• Whole-body low-dose computerized tomography (WBLDCT); often referred to as a whole-body CT scan: Scan that takes cross-section images of the body using low doses of radiation.
  • Positron emission tomography (PET) scan: Imaging test that requires an injection of a liquid sugar with a radioactive label. Because myeloma cells absorb sugar faster than healthy cells, a specialized camera is able to see where the dye has been absorbed more. PET scans are often combined with computerized tomography (CT) scans.
  • Magnetic resonance imaging (MRI): Uses magnetic fields and radio waves to produce 2-dimensional or 3-dimensional images of organs or structures in the body. MRIs can show where myeloma cells have infiltrated before any bone damage would be visible by X-ray. They can also identify amyloid/light chain deposits in the heart.

When undergoing treatment, some people may need to have monthly or even weekly tests done. At other times, tests may not be required for much longer periods of time.

There is no single schedule for testing. Each person’s situation needs to be assessed and treated individually depending on their condition.

An Asian man looking away smiling

Although myeloma is a blood cancer, it can affect your bones as well.

Myeloma staging and classification

Once active multiple myeloma has been diagnosed, doctors will want to determine the level or stage of the disease.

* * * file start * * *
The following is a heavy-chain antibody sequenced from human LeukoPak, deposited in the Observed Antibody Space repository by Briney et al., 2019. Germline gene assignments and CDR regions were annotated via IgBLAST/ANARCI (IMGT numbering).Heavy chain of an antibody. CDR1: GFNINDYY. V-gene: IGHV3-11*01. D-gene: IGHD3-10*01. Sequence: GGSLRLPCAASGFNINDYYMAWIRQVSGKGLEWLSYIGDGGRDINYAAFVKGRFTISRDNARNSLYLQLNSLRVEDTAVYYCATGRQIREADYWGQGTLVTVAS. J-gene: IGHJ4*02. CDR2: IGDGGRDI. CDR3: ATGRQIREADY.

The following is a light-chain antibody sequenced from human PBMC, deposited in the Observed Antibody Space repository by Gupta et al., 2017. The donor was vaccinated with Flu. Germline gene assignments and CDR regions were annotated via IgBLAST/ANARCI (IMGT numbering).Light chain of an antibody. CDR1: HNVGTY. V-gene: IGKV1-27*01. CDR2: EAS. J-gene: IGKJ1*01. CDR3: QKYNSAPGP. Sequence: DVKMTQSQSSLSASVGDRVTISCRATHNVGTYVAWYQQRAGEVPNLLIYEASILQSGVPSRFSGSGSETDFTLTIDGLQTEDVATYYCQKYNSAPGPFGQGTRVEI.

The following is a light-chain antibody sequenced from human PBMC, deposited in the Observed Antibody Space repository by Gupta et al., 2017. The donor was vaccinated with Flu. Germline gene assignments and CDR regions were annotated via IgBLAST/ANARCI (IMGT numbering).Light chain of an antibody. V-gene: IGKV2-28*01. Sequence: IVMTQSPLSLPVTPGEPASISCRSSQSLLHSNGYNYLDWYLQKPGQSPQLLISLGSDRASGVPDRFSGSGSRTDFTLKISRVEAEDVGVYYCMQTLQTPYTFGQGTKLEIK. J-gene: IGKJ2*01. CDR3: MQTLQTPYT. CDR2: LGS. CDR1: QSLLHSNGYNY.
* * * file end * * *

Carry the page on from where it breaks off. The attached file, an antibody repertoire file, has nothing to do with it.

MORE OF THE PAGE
The main system used to stage active myeloma is the Revised International Staging System (R-ISS). The R-ISS uses 3 blood tests:


beta-2 microglobulin (β2M);




lactate dehydrogenase (LDH).

It also takes into consideration some high-risk chromosomal abnormalities you may have. The abnormalities can be detected by using a test called Fluorescent In Situ Hybridization (FISH) on a sample of purified plasma cells from your bone marrow.

High-risk chromosomal abnormalities are associated with more aggressive or harder to treat myeloma. Such abnormalities include:

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del(17p): a deletion of the short arm of chromosome 17;

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t(4;14): translocation of chromosomes 4 and 14;

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t(14;16): translocation of chromosomes 14 and 16.

Although additional high-risk chromosomal abnormalities have been identified, they’re not used to calculate your R-ISS stage.

Revised International Staging System (R-ISS)

R-ISS Test

Beta-2 microglobulin (β2 M) is less than 3.5 mg/L


Albumin is equal to or greater than 35 g/L


No high-risk chromosomal abnormalities


Normal lactate dehydrogenase (LDH) level

All possible combinations of R-ISS stages 1 and 3

Active myeloma is only staged at the time of diagnosis and the staging is usually not repeated. There are 3 possible stages— Stage 1, Stage 2, and Stage 3—and they are ordered by increasing disease severity.

Multiple Myeloma Patient Handbook

For more information, download the Multiple Myeloma Patient Handbook

Designed to provide educational support to those living with myeloma, their caregivers, families, and friends, this handbook gives accurate, reliable, and clear information on myeloma. Among topics are in-depth discussions on what myeloma is, its causes and effects, treatment options in Canada, and how to manage your myeloma journey.